Autumn has almost passed us by, here in Upstate, South Carolina. That means many fruits and vegetables stopped producing and local farmers are moving to their winter crops. However, you – the consumer- can still support your local farmers and obtain good, healthy food through CSA’s or Community Supported Agriculture programs.
These are partnerships between local consumers and their local farmers.
Consumers pay a fee ahead of a growing season, as an investment into the farm. Each week during a growing season, the customer receives a box or a bag of what crops were harvested that week. Crop production can be unpredictable, therefore, customers are not always sure exactly what fruits or vegetables they will receive.
Advantages of participating in a CSA:
In Pennington, New Jersey, Honey Brook Farms allows their CSA participants to pay their fee, but at harvest time, each week, customer’s bring their box and pick out what they want.
Instead of prices like a retail farmers market, they have signs for the different share member plans. Membership levels determine the quantity of what you take.
Advantage: no wasted product. Members only pay for what they need.
Riverview Farms in north Georgia is one of the few pure “certified organic CSA’s” in the country.
West Swancy owns the small, self-sustaining farm in Ranger, Georgia; selling produce, heritage breed pork, grass-fed beef, and grains.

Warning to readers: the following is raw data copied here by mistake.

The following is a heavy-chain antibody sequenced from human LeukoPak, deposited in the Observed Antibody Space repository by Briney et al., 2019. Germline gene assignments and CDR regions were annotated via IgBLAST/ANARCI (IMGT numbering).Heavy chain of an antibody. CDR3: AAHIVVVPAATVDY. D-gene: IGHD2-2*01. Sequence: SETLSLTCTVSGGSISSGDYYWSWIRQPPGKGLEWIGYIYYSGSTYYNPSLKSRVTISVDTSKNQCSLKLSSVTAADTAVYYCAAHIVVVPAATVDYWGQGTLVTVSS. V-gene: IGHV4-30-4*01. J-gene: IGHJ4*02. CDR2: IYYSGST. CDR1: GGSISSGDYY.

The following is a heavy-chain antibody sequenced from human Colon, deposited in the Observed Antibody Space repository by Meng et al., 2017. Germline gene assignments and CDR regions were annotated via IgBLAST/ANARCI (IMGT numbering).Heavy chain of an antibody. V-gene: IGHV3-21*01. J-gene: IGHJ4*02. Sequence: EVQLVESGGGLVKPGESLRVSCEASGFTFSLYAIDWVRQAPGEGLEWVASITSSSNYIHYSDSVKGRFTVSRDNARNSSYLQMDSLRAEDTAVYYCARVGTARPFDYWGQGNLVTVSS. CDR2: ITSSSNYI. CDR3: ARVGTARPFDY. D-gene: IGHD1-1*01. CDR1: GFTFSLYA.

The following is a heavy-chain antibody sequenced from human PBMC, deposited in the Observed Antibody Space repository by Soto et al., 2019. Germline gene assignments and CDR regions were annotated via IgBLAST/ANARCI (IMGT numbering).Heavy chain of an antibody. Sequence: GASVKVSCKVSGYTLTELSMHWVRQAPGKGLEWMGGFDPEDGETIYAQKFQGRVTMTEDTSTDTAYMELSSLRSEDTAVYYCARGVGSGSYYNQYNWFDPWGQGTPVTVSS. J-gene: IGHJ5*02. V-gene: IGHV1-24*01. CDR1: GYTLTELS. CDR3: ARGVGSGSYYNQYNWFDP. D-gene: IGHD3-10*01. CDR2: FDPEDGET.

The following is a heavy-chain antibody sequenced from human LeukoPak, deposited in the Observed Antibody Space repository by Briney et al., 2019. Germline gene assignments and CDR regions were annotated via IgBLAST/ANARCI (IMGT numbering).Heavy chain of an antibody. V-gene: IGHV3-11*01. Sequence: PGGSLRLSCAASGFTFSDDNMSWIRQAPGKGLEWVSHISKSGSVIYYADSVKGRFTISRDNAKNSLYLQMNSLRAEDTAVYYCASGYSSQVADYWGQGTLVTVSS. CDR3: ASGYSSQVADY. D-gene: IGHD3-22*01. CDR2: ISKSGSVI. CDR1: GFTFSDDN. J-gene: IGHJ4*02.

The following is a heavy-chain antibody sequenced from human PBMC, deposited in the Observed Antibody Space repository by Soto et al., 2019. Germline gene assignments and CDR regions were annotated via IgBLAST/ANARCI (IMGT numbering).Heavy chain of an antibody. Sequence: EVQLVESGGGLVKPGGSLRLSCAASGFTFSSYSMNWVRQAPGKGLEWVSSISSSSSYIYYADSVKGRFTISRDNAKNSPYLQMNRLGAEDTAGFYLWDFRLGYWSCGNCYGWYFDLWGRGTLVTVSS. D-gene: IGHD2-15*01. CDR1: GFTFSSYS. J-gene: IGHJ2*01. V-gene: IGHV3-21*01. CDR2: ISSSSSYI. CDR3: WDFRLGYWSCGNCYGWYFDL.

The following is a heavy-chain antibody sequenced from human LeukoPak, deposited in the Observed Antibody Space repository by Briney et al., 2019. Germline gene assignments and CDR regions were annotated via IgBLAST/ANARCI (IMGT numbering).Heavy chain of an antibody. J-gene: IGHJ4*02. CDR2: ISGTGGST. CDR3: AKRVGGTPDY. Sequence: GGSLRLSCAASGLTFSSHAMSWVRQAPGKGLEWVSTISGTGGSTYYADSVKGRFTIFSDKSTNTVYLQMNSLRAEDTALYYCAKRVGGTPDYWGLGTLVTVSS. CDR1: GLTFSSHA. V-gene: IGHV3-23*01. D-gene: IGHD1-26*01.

With several Eco-friendly practices such as: cover cropping, crop diversity, composting, and rotational grazing through pasture and forest, West Swancy has been able to provide healthy food for his CSA members.
Riverview Farms markets their CSA program early in the season. This allows West to stay on the farm more, as oppose to going to the farmers market each week to sell his harvest AND he can plan in advance the quantities he needs to feed his many customers without overworking his land.
In Bedford Hills, New York, sits Rainbeau Ridge started in 2002 by Lisa and Mark Schwartz. A small scale family farm providing eggs, produce and cheese to their CAP (Consumer Agriculture Partnership) members.
Members pay into what works like a “buyers club.”
Members have first access to a variety of products and the Schwartz’s can cater the farm to their members needs.
As Lisa explains, “members can buy what they want, when they want it.” They are “sharing their bounty with the community.” In exchange, members pay an annual membership fee which sustains the farm.
In any community supported agriculture program, the farmer and the consumer are at the mercy of mother nature. However, as a community they have a shared risk.
Farmers are gratified knowing they are providing healthy food within their community, while working at their passion, farming.
CSA members obtain nutritious, organic products, while supporting their local farmer and maintaining a connection with the farmer.